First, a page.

The Long Road Home

Looking out toward Lake George and the Adirondacks from the back field of my farm
Looking out toward Lake George and the Adirondacks from the back field of my farm.

Today I spent an inspiring and enlightening day down at Pompanuck Farm Institute in Cambridge, New York, attending a creativity workshop put on by Bedlam Farm, the home of writer Jon Katz and his artist-wife, my friend Maria Wulf. It was rainy and cool, the perfect kind of October day for turning inward and contemplating life’s creative forces. Gathered around a hearty fire burning in the woodstove, sipping strong black coffee, and smelling the enticing fragrance of bread rising up from the kitchen below, I sat with other aspiring and accomplished artists alike listening to and discussing poetry, writing, photography, and generally what it means to be an artist today.

I hadn’t written anything in a very long time. A couple of months, according to my timeline here on WordPress. I had been feeling guilty about that, but I had my reasons, too – good ones, to my mind. Not that I hadn’t wanted to; it’s just that, there wasn’t enough energy left over from the doing of things for the writing about them. The processing was all internalized. They were cooking slowly, like any good pasta sauce – sitting on the stove for hours and hours, boiling down, concentrating, into a final, delicious state.

And it was a summer ripe with changes. I have never really had a great summer, I realized. Like, one full of wonderful adventures or happy days splashing in the sun. I can’t recall even one. Maybe it’s that I don’t like the heat that much, and summer is full of heat, if nothing else (though there was a lot of rain, too, this year). There is always lots of work to be done, of course: in the garden, around the house, with the animals. And then the trying occasionally to get out and do something fun, like kayaking, hiking, or going on a road trip somewhere new. But in general, summers for me have marked or meant some changeful event, and this one went par for the course.

Ironically enough, the changes have mostly been good, helpful, I should say, which I can see clearly now in hindsight. But they have still been changes, and that is stressful in and of itself. My life’s patterns shifted, altered; my expectations and hopes for my future had to be left go of and reframed. And then I had to learn to make peace with all that.

Feeling the coming of fall has brought about a sense of renewal in me. Though this season is really a sign of the ending of things, the year dying or heading toward the long sleep of winter, I never feel more alive than in the fall. The light alone gives me goosebumps, all long and golden, spearing the landscape and making shadows of almost unbelievable depth. To me, it is the time that the world most clearly shows itself to us in all its beauty and all its darkness together, as one.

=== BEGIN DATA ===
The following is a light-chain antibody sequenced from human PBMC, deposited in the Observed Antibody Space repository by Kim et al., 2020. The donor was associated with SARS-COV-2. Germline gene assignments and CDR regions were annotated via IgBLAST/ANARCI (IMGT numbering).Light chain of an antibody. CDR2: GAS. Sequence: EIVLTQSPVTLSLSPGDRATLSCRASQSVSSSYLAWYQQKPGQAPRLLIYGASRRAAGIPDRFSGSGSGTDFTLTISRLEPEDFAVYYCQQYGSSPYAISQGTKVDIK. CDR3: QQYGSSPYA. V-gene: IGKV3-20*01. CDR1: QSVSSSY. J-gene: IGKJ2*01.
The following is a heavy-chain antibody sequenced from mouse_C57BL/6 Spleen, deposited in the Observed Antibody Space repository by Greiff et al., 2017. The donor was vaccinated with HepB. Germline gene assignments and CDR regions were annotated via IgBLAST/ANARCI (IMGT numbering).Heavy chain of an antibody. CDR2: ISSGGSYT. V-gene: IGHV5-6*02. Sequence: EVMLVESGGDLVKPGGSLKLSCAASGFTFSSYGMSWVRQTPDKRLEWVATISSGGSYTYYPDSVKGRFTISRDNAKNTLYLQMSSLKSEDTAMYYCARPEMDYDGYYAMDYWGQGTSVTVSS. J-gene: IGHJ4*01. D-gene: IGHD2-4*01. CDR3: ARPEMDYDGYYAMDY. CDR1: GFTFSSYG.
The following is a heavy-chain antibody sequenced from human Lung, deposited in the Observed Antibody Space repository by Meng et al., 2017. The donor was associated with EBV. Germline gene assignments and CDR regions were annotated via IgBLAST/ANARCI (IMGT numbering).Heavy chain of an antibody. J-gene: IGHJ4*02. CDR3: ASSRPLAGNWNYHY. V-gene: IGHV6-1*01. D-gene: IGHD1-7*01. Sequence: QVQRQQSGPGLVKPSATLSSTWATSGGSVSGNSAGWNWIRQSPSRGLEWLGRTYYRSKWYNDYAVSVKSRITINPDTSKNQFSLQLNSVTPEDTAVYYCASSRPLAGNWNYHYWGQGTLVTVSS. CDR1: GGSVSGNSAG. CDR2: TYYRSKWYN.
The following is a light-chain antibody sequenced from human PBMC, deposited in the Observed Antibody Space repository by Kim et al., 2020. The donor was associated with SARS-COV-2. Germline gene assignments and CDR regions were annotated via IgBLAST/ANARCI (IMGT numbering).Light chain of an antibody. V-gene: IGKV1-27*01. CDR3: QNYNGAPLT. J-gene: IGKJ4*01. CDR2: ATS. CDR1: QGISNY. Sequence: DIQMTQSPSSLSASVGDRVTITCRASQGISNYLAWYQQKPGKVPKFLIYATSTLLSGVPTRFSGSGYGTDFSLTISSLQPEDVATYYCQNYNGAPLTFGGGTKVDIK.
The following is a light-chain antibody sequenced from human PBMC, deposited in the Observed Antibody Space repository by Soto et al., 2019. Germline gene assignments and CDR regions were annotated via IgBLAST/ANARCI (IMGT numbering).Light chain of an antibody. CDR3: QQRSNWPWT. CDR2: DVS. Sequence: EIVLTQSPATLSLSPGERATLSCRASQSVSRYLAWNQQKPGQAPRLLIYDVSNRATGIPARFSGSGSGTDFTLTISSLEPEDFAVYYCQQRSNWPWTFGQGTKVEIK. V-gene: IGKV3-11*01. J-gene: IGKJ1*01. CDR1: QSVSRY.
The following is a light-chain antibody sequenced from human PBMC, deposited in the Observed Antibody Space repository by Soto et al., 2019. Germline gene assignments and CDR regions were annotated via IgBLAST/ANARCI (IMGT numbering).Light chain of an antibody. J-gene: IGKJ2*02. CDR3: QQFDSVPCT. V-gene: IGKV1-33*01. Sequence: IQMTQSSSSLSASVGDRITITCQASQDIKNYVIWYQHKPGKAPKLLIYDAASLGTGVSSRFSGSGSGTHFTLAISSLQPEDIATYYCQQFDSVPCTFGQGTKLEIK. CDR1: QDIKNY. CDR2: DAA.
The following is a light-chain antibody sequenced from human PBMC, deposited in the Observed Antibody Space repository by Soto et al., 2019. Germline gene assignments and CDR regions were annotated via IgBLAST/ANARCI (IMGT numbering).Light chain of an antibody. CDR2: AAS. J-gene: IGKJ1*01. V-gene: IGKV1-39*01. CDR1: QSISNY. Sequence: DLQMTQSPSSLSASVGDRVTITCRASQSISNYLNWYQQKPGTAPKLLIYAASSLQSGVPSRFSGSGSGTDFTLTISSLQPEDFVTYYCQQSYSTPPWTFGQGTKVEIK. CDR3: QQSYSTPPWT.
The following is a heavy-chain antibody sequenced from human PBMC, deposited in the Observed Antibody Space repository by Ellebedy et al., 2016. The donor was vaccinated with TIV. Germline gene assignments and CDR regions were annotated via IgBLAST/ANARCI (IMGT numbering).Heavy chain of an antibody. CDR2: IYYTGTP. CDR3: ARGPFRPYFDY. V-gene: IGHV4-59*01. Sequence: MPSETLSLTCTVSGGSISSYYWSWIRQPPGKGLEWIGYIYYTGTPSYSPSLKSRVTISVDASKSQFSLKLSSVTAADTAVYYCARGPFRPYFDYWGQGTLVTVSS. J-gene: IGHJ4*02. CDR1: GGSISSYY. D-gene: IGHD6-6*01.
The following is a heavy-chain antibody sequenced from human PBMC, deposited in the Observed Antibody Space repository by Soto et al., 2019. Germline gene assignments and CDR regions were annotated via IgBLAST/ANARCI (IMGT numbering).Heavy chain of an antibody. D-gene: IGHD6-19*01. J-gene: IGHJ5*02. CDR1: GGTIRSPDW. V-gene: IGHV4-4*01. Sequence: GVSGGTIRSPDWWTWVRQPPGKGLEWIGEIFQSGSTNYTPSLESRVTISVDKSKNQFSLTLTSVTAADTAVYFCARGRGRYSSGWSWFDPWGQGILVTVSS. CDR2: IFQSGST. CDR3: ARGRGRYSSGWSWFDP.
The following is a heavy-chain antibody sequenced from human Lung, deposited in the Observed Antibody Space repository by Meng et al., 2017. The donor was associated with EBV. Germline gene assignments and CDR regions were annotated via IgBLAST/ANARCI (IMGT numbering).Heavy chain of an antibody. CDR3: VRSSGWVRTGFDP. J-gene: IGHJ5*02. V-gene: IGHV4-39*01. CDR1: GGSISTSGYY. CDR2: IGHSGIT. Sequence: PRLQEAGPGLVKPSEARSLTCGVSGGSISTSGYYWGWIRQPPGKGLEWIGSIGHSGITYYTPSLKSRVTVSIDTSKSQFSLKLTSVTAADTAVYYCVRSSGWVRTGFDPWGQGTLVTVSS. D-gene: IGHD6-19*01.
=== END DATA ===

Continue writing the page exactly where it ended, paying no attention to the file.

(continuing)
So, filled with energy and a sense of hope, I looked forward to the workshop today. And it did not disappoint: I came back with a new sense of purpose, inspired and eager to resume writing and creating, and made a renewed commitment to my work and myself as an artist. My eyes, my senses, felt open again.

After the workshop, I was truly blessed to find the beauty in the world I discovered along my journey home. I had about an hour’s drive and left a few minutes early, concerned about my pets being home alone for so long, feeling a bit rude for not staying quite until the end. The rain had lasted all day, but that in no way dulled the fiery beauty of the changing trees or masked the charm of the rolling hillsides. Instead, it only seemed to amplify them. Traveling along through the early evening, I watched the clouds roll away and the sky clear, shocked by the red riot of the sunset, and followed the path of the mists curling across the hills and down into the valleys, still clinging here and there to some odd anchor. I watched the light fade, the long light I love so much, and the shadows start to overtake it all. It was gorgeous and devastating, peaceful and powerful both at once. And had I stayed another minute longer at the workshop or even a few, the sun would have been gone, the sky dark, the mist and the hillsides swallowed up. I would have missed it all.

I could have stopped at some point and gotten out my camera to take a picture, I thought about it, several times. Particularly after spending the day talking about making art, I almost felt obligated to do so. The rain had stopped, I wouldn’t have gotten drenched. But I didn’t stop. I realized it felt like it was enough for me to see again, to acknowledge and appreciate the experience, to bear witness, without feeling the need to somehow try and capture it. I simply drove, enjoying the moment, happy to be a part of it all, and feeling incredibly fortunate enough to notice.